Stare.
 
2007 Notebook: Weak L
 
   
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11 December 2007
No. 4,612 (cartoon)
Why are you so depressed?

Because I don’t know why I’m so depressed.

12 December 2007
Wine Style (or Lack Thereof)
I was enjoying an erudite conversation with my learned friend Dr. Landweber, when he brought up a trivial matter. He talked with great enthusiasm about an undiscovered thrift shop high in the Sierra where one can buy four wine glasses for a dollar. He added that he’d purchased fourteen of them, and was most satisfied with his acquisition.

“But wine generally comes in a glass,” I noted, “albeit a glass bottle.”

“That’s an astute observation,” Dr. Landweber observed, “coming, as it does, from someone who buys his wine in a box.”

“It’s a matter of practicality,” I continued. “Why pay for redundant glass?”

“It’s not about the delivery device,” Dr. Landweber replied, “wine is all about style.”

I didn’t know what to say; it appears that I’ve been enjoying wine for all wrong reasons for decades. I guess I shouldn’t have listened to Priscilla Post, who helped me discover that wine makes one inebriated.

Style, imagine that!

13 December 2007
Depressive Amnesia
Jody and I were in a good mood, and so we were talking about depression. I told her I liked Chris’s definition of depression, “I’m helpless, it’s hopeless.

Jody told me she associated depression with amnesia. I agreed. I’m reasonably content because I barely remember my myriad mistakes; I recall then just enough not to repeat them.

It turns out Jody was thinking about something else. She explained that depressed people can’t remember not being distressed; they can’t remember what it feels like to be elated, alive, fulfilled.

There’s a lot I don’t know about depression, and I intend to preserve that ignorance.

14 December 2007
Killing Vanilla
I enjoyed a tasty lunch with with Dr. Goodlatte this afternoon, and we of course talked about her cat Vanilla, who’s on his last legs. Or, less euphemistically, he’s suffering from renal failure; he’s losing weight and vision at an alarming rate. After watching him bump into large objects in his path, and seeing his gaunt frame and unsteady gate, I gently suggested that it looked like it was about time to have him put to sleep.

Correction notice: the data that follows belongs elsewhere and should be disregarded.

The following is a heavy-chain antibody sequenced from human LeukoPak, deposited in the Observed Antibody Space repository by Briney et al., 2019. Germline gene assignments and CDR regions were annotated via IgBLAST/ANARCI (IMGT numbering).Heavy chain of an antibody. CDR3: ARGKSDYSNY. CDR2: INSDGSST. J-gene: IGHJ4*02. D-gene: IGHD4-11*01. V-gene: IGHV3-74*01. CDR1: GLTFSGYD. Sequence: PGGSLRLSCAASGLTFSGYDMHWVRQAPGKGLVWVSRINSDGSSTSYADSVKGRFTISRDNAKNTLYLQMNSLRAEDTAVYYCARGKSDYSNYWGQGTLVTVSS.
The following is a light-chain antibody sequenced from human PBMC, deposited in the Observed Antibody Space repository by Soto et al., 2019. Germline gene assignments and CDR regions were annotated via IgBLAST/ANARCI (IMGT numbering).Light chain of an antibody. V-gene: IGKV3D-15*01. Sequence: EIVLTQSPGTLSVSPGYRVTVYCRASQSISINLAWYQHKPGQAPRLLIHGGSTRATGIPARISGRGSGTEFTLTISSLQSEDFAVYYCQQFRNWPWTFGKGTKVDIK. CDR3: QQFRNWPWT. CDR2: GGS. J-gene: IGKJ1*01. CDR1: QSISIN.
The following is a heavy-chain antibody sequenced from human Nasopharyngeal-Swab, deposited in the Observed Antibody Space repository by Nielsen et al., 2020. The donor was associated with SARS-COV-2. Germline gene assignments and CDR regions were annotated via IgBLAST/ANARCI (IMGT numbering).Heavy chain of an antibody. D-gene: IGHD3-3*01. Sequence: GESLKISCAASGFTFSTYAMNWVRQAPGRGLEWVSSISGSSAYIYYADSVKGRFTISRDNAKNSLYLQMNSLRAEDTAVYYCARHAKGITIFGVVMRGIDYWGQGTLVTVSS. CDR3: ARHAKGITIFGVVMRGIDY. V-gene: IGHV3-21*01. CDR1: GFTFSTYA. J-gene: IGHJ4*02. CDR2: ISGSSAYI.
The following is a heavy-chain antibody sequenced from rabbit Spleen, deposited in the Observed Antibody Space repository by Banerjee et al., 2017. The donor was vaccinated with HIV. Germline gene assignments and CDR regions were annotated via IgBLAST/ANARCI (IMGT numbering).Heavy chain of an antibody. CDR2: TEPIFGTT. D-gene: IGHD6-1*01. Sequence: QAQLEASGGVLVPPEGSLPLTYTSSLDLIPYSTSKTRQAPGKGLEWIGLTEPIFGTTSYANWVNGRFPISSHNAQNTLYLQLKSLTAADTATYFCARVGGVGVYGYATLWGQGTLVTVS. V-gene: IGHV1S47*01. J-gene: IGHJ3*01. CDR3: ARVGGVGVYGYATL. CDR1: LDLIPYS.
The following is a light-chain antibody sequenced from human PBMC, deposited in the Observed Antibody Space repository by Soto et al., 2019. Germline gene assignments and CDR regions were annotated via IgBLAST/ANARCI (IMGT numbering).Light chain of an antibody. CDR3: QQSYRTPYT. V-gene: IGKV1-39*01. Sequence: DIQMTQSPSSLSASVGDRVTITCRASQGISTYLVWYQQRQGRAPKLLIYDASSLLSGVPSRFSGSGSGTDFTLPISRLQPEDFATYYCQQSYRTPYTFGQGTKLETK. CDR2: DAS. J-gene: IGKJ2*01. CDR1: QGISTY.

“You’re right,” Dr. Goodlatte agreed, “I’m afraid I’ll have to have him killed soon.”

I was struck by her directness. When it comes to ending a companion animal’s life, I’ve only heard and used euphemisms: euthanize, put down, put to sleep. Of course, killing is killing, but it’s rarely ackmowledged as such.

After lunch, Vanilla sat in the sun beside me, rubbed his head against my leg, and purred. I hope no one kills me while I can still enjoy doing that.

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15 December 2007
A Pleasant Victorian Evening
I had a great time at Bonnie’s party tonight, even though I was the only one there with a Y chromosome and no tuxedo. I was uncomfortable for a moment, until a number of guests asked me what I’d done to be able to avoid dressing up like a penguin. When I told them artists, writers, and musicians—of which I’m all three—never have to wear tuxedos unless it’s to receive a Nobel prize, the magnates, moguls, and wealthy financiers looked a little uncomfortable in their stiff costumes.

But enough about irrelevant superficialities.

Bonnie organized a spectacular evening, with a sea of tasty wine leading to hectares of scrummy food and back again. I quite enjoyed chatting with her guests—especially Rosemarie, an international woman of mystery. Throw in a few opera singers and a great bluegrass band, and that’s about all there is to say about a lovely evening. Especially since that’s about all I can remember.

16 December 2007
Condom Hair Ties
Another day, another curious story from China. I have no idea whether this is because it’s a country populated by strange people, or if it’s just a matter of probability that so many bizarre stories emanate from the world’s most populous country.

Today’s story comes from The China Daily, which reports that stores and beauty parlors in Guangdong are selling cheap hair bands comprised of used condoms. That sounds like a fine new life for used prophylactics; it’s clearly better than using them for birth control.

Now that I think about it, the story is the opposite of curious; it’s thoroughly rational. Why is there no condom recycling program in San Francisco? As usual, the city’s not nearly as progressive as its publicists maintain.

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©2007 David Glenn Rinehart